With some planning, that dream can come true. The best way to keep your retirement dreams on track is by opening a mySocialSecurity account. A mySocialSecurity account is an excellent tool that helps you plan for the future. It lets you verify your earnings on your personal Social Security Statement—because your future retirement benefit depends on your earnings throughout your career. You can view your Statement at any time, giving you a good picture of what your future benefits will be. When you are ready to retire, you can even go online to apply for benefits from your home or office.

The advantages of having a mySocialSecurity account don’t stop after you retire. Once you start receiving benefits, you can manage them with a mySocialSecurity account. You can get an instant benefit verification letter, check your benefit and payment information, change your address and phone number, and start or change your direct deposit information—all online.

Setting up a mySocialSecurity account is quick, secure, and easy. Millions of Americans already have accounts. In fact, someone opens one about every 6 seconds. Join the crowd and sign up today at www.socialsecurity.gov/myaccount.

It’s the stuff dreams are made of.

 

Vonda VanTil is the public affairs specialist for West Michigan.  You can write her c/o Social Security Administration, 3045 Knapp St NE, Grand Rapids MI 49525 or via email at vonda.vantil@ssa.gov  

 

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Note of appreciation

Dear Editor,

I would like to say how much I enjoy the Post. I especially enjoy Ranger Steve’s Nature Niche. It is always interesting, informative, and I can learn new things every week. His knowledge of the natural world is outstanding.

 

Sincerely,

Joyce Hosmer, Howard City


Post Scripts NOTICE: The Cedar Springs Post welcomes letters of up to 350 words. The subject should be relevant to local readers, and the editor reserves the right to reject letters or edit for clarity, length, good taste, accuracy, and liability concerns. All submissions MUST be accompanied by full name, mailing address and daytime phone number. We use this information to verify the letter’s authenticity. We do not print anonymous letters, or acknowledge letters we do not use. Writers are limited to one letter per month. Email to news@cedarspringspost.com, or send to PostScripts, Cedar Springs Post, PO Box 370, Cedar Springs, MI 49319.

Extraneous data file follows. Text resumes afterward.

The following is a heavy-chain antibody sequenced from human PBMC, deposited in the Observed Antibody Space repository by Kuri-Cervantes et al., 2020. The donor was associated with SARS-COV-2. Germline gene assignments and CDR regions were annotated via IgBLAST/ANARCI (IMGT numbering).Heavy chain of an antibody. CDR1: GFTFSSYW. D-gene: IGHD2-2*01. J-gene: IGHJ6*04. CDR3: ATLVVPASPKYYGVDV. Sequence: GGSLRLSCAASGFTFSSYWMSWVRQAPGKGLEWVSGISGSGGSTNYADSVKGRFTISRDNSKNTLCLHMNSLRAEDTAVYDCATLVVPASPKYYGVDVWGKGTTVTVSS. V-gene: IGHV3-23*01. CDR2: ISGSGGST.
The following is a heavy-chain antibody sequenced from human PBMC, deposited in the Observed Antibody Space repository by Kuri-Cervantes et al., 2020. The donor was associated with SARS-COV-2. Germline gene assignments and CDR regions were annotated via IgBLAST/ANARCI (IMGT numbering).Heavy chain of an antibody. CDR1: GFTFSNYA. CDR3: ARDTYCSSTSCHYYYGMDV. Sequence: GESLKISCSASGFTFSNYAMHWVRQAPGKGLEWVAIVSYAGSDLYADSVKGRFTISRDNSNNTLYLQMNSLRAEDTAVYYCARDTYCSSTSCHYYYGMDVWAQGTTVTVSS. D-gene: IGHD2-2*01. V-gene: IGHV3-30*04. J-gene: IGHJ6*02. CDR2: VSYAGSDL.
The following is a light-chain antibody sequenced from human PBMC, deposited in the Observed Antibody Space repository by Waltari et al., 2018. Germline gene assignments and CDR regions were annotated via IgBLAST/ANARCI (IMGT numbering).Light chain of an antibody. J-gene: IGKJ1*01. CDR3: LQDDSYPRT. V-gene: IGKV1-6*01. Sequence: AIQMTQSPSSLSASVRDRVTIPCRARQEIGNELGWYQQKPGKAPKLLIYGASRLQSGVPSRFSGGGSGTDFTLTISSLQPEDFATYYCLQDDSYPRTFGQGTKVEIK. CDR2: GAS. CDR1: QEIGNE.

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Looking forward by looking back 

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By Lee H. Hamilton

 

With the 114th Congress just underway, the political world is focused intently on the road ahead. Taxes, trade, immigration, climate change, job creation, the Affordable Care Act—there’s a long list of issues and one burning question: whether a Republican Congress and a Democratic President can find common ground.

Yet before we get worked up about what’s to come, we need to take a hard look at the Congress that just ended and ask a different question: Why was it such an abject failure?

Let’s start with a basic number. According to the Library of Congress, 296 bills were passed by the 113th Congress and signed by the President. Just for comparison’s sake, the “do-nothing Congress” of 1947-48 got 906 bills through. The Financial Times called this most recent version “the least productive Congress in modern U.S. history.”

Congress failed most spectacularly on the basics. Not one of the dozen annual appropriations bills passed, while the budget resolution, which is supposed to set overall fiscal policy, never even got to a vote.

When Congress did legislate, it did so in the worst possible way—by using an “omnibus” spending bill into which it crammed everything it could manage. Congress’s reliance on omnibus bills, which are written in secret, violates every rule of good legislative process and denies transparency and accountability. It allows Capitol Hill to curry favor with all sorts of special interests and forces—or allows—members to vote for provisions that would have had very little chance of surviving on their own.